Offering pickup and delivery allows restaurants to keep up with consumer preferences and sustain their business for the long term. While some restaurants opt to build in-house delivery operations, Credit Suisse senior analyst Lauren Silberman noted that this can be “expensive and operationally taxing.” By partnering with third-party technology platforms like DoorDash, restaurants can stay ahead of this restaurant trend and drive incremental sales with an entirely new customer base. 

2. Using white-label partnerships to power off-premise

As off-premise continues to drive restaurant trends in 2021, many restaurants are seeking white-label solutions. Rather than building an online ordering system from scratch, restaurants can partner with third party platforms to offer delivery on their own digital channels under their own brand. This allows them to drive brand loyalty and get access to valuable customer data. 

White-label restaurant technologies come in a few different flavors. DoorDash Storefront allows restaurants to set up commission-free online ordering directly from their own website. You can customize Storefront to match your brand, and integrate it into your existing POS. Storefront also comes with built-in features — such as recommended add-ons and rich menu photos — that are designed to drive larger ticket sizes. Dallas-based restaurant Texas de Brazil saw a 58% increase in DoorDash sales after adding Storefront, and their DoorDash average ticket sizes are 20% higher than a competing platform’s.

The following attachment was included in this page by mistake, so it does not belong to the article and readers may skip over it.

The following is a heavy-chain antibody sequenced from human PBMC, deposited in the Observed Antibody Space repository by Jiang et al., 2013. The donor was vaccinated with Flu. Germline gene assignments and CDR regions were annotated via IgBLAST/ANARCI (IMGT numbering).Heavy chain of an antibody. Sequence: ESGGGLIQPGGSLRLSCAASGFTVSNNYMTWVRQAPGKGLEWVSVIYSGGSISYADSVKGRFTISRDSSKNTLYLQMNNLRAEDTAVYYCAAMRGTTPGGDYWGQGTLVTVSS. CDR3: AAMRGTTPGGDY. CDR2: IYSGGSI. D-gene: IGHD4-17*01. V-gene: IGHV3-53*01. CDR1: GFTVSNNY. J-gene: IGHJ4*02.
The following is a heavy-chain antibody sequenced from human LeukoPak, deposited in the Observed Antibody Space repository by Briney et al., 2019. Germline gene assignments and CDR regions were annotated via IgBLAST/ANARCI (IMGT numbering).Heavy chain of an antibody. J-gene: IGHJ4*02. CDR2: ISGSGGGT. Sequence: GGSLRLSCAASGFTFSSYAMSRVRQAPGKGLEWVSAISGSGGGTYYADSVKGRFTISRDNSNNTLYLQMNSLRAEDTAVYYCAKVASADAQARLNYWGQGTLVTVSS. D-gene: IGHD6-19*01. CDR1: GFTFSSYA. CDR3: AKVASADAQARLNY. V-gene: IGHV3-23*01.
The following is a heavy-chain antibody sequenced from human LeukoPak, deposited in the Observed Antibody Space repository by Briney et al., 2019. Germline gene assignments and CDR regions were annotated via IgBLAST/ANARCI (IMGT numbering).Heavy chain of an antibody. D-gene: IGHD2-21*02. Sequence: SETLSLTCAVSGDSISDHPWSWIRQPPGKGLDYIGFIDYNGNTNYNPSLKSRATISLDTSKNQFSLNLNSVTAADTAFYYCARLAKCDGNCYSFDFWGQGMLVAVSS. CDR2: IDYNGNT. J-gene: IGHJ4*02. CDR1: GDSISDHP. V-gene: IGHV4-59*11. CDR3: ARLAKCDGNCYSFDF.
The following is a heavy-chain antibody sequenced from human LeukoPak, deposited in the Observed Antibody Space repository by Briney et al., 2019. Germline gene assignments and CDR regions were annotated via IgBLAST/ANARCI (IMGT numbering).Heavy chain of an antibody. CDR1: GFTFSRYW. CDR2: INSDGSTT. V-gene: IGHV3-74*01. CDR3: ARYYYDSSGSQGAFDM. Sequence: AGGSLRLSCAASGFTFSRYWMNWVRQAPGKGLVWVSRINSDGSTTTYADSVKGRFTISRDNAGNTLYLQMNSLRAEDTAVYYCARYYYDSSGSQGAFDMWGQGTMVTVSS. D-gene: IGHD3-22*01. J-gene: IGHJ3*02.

If you already have your own online ordering platform but need more drivers to scale your delivery business, DoorDash Drive is another option. Our white-label solution provides merchants with a network of drivers to deliver orders placed on your website or app, so you can save on labor costs. Australian QSR Roll’d saw a 177% increase in native delivery sales after rolling out Drive to its locations.

“In December, we hit a massive milestone. Not only did Roll’d meet last year’s sales, but we were up by 4% — in the middle of COVID-19. I truly believe this would not have happened without DoorDash.”

Kelly Tracey

Kelly Tracey, National Operations Manager at Roll’d

3. Reaching new markets with ghost kitchens

Nation’s Restaurant News describes ghost kitchens as restaurant concepts operating in shared commissary spaces and offering off-premise-only food with no traditional dining room. Multiple restaurant concepts may operate in a ghost kitchen, which allows restaurants to share equipment while providing consumers a “virtual food hall” experience. 

These shared spaces give restaurants a cost-efficient way to expand to high-demand markets. Ghost kitchen provider Zuul focuses on New York City, while Kitchen United has locations throughout the U.S. And in 2019, DoorDash launched DoorDash Kitchens, a 5,000-square-foot commissary kitchen space for restaurants looking to expand off-premise sales in the San Francisco Bay Area without opening a physical restaurant.